Microsoft and FireEye push for corporate breach reporting rules
The two companies believe companies should be able to report breaches without legal retribution
According to The Hill, Microsoft president Brad Smith said in written testimony to the Senate Intelligence Committee there is a “need to impose a clear, consistent disclosure obligation on the private sector.” He added that “silence reigns” when companies are hacked.
“This is a recipe for making a formidable problem even worse, and it requires all of us to change,” he added. “We need to replace this silence with a clear, consistent obligation for private sector organizations to disclose when they’re impacted by confirmed significant incidents.”
FireEye CEO Kevin Mandia, whose company discovered the breach, said companies should be able to report breaches that could have national security ramifications without fear of retribution.
“The US government should consider a federal disclosure program for not only sharing threat indicators but for also providing notification of a breach or incident,” he said.
According to White House officials, the SolarWinds breach affected nine federal agencies and 100 private companies. Intelligence officials have said the attacks likely originated in Russia.
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Smith added that substantial evidence points to the Russian foreign intelligence agency’s involvement and nowhere else. He and Mandia said companies such as theirs had no legal obligation to disclose breaches, but a “duty nonetheless” to customers, the government, and the public.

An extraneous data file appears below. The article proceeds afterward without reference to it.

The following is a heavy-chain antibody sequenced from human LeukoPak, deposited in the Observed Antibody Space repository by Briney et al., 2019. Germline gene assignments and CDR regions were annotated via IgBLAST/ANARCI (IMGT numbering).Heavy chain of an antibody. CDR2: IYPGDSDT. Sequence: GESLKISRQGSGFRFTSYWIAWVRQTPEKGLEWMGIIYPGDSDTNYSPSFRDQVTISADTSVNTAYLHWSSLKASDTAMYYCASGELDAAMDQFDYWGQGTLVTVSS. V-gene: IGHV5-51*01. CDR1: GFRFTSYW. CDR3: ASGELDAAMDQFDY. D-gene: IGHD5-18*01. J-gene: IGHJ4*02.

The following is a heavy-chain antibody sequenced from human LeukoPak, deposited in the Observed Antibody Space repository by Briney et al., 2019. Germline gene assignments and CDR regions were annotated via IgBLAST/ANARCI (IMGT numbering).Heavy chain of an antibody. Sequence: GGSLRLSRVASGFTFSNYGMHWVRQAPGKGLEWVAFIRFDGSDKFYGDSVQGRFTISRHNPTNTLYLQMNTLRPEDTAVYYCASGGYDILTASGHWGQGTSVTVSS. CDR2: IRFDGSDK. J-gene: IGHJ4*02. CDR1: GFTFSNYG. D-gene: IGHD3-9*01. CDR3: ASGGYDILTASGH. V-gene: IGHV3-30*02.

“We will not secure this country without that kind of sharing,” said Smith.
Currently, breach notification occurs at the state level, and years of federal efforts to develop laws have netted no changes. This means the full extent of breaches remains unknown.
Mandia added that while the SolarWinds breach was stopped, another will happen, and this highlights the need for stronger breach notification requirements.
“This attacker, maybe their pencil is down for a few months, but the reality is they are going to come back,” Mandia said. “How they break in is always evolving, and all we can do is close the window and close the security gap better next time.”
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